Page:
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I have 295 observations of two variables, of which here are a few:

 Date             Close price  
   1/04/14 0:00     478.72   
    2/04/14 0:00    437.51   
    3/04/14 0:00    447.08  
    4/04/14 0:00    448.88  
    5/04/14 0:00    464.83  
    6/04/14 0:00    460.70  
    7/04/14 0:00    446.22  
    8/04/14 0:00    450.46   
    9/04/14 0:00    440.20  
    10/04/14 0:00   360.84  
    11/04/14 0:00   420.06  
    12/04/14 0:00   420.66  
    13/04/14 0:00   414.95  
    14/04/14 0:00   457.63  
    15/04/14 0:00   520.12  
    16/04/14 0:00   529.16    

The first variable is the date plus time stamp "0:00" and the second variable is the price at that date. My whole data set spans 1/4/2014 till 20/1/2015 with daily observations.

I want to decompose this data into two components, trend and errors. I know stl is mainly for seasonal data, but I use the following code, setting the value of s.window to be large to negate the seasonality component.

btc.ts<-ts(btc.csv$Close.Price,frequency=12)
decomp<-stl(btc.ts,s.window=10000)
plot(decomp)

There are a few issues here, the frequency of my data is daily, and frequency = 12 is not correct, but my hopes are that I just want to extract the trend component of the stl and use the zoo package:

trend<-decomp$time.series[,"trend"]
td<-seq(as.Date("2014/4/1"),as.Date("2015/1/15"),"days")
trendz<-zoo(x=trend,order.by=td)

The reason for this is that the trend component found in stl looks the best out of all my approaches, as shown below:

enter image description here

Now, what I want to do is fit a polynomial to model the trend, the issue I am having here is that I cannot use 'td' in the following command (natural splines):

trendz.fit<-lm(trendz~ns(td+I(td^2)+I(td^3)))

as td is a 'date' object. I just want to have something like : trend (t) = a + bt + c(t^2) + d(t^3)..

What can I do to achieve this? How does one usually treat regressions with one of the variables being time/date?

Any suggestions are appreciated, thanks

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  • $\begingroup$ The plots make it clear a cubic will be a poor fit to these data. Higher-order polynomials will almost surely diverge wildly for predicting or retrodicting values. What, then, is your purpose in attempting a polynomial fit? $\endgroup$ – whuber Jan 26 '15 at 17:38
  • $\begingroup$ @whuber admittedly I am new to this, do you have any suggestions for what would be a better way of going about this? $\endgroup$ – dimebucker91 Jan 26 '15 at 22:58
  • $\begingroup$ You haven't told us yet what you want to accomplish, so one could not in good conscience recommend anything at this point. What is the purpose of this exercise? What will you be doing with your fitted trend? $\endgroup$ – whuber Jan 26 '15 at 23:08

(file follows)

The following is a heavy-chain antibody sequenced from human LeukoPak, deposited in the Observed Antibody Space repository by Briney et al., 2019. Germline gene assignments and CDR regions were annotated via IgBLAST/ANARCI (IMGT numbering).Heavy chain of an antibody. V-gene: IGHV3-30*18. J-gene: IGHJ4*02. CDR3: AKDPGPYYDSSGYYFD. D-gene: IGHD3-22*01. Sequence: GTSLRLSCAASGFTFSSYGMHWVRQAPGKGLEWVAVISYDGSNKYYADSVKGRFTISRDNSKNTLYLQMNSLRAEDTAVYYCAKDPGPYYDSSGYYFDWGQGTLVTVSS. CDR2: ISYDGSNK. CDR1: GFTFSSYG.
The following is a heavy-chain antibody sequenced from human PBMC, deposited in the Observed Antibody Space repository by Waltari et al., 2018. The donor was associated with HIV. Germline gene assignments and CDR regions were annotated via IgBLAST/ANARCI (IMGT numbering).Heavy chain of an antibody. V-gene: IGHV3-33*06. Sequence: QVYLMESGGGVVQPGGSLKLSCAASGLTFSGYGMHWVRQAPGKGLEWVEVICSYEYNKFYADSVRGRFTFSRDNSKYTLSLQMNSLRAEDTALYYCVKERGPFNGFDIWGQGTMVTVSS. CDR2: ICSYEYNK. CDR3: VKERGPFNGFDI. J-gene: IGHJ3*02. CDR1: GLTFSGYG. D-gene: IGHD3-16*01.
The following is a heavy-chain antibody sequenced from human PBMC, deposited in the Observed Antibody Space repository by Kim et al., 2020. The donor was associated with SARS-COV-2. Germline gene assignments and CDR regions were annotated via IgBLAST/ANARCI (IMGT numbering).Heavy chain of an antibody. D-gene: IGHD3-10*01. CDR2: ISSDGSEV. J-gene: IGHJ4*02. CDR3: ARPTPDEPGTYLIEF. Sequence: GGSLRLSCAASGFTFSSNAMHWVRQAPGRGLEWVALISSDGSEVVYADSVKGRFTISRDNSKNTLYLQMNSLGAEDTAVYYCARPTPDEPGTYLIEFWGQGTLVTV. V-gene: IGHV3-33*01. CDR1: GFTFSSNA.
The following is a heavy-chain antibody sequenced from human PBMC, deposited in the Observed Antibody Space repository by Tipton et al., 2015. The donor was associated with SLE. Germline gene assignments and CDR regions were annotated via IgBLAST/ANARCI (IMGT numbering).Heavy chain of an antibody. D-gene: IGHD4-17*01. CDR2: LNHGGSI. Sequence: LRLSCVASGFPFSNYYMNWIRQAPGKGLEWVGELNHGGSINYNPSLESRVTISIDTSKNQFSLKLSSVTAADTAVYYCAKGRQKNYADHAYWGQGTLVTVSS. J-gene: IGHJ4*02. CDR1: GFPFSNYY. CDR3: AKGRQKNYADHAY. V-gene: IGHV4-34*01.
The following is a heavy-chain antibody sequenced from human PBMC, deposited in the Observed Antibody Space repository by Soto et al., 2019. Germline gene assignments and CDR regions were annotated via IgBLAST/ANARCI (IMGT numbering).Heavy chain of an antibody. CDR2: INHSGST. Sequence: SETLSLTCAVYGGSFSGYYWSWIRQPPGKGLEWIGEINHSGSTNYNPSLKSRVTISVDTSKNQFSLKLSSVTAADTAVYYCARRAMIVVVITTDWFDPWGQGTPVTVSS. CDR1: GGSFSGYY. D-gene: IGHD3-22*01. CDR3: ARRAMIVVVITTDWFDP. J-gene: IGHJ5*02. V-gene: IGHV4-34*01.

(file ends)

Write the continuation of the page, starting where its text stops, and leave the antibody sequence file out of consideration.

• $\begingroup$ @whuber I was hoping to replicate/extend the results of a paper I am reading where they fit a cubic polynomial to the trend, I've extended by expanding the number of observations, the paper : dept.econ.yorku.ca/~jasiakj/papers/ANCHR.pdf $\endgroup$ – dimebucker91 Jan 26 '15 at 23:17
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    $\begingroup$ As far as I can tell, the authors are uninterested in predicting the series itself. This paper focuses on analyzing the residuals from the trend in order to learn something about (and perhaps predict) bubbles in the detrended process. In effect, the trend is thrown away at the beginning without further analysis or comment. Cubic regression was likely chosen for its crudeness--it is a very heavy smooth--but also for having some flexibility to change its slope. If you want to emulate the paper, just dump the data into a polynomial fitting routine. Better, use a robust fitting routine. $\endgroup$ – whuber Jan 27 '15 at 0:03
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Regardless of which package you use, you would like to model a 'trend' as a polynomial. In your particular case, trend will be just what is left after seasonality and some 'random' noise were removed from the series. In order to model/check a trend, you proceed as any other regression. First, you need make your 'td' a vector of numbers i.e. $td.new=seq(1:length(td))$. For the $lm$ function to work it needs to be just plain integers. If there was a non-linear contribution, the $I(td.new^2)$ would just be significant as usual in linear regression...Hope this helps.

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Consider the following,

> td
 [1] "2014-01-02" "2014-01-03" "2014-01-04" "2014-01-05" "2014-01-06"
 [6] "2014-01-07" "2014-01-08" "2014-01-09" "2014-01-10" "2014-01-11"

> class(td)
[1] "Date"

You can convert to a numeric variable by:

> td.num <- as.numeric(td - as.Date(1,origin="2014-01-01"))
> td.num
[1] 0 1 2 3 4 5 6 7 8 9

and this you can directly use in your regression.

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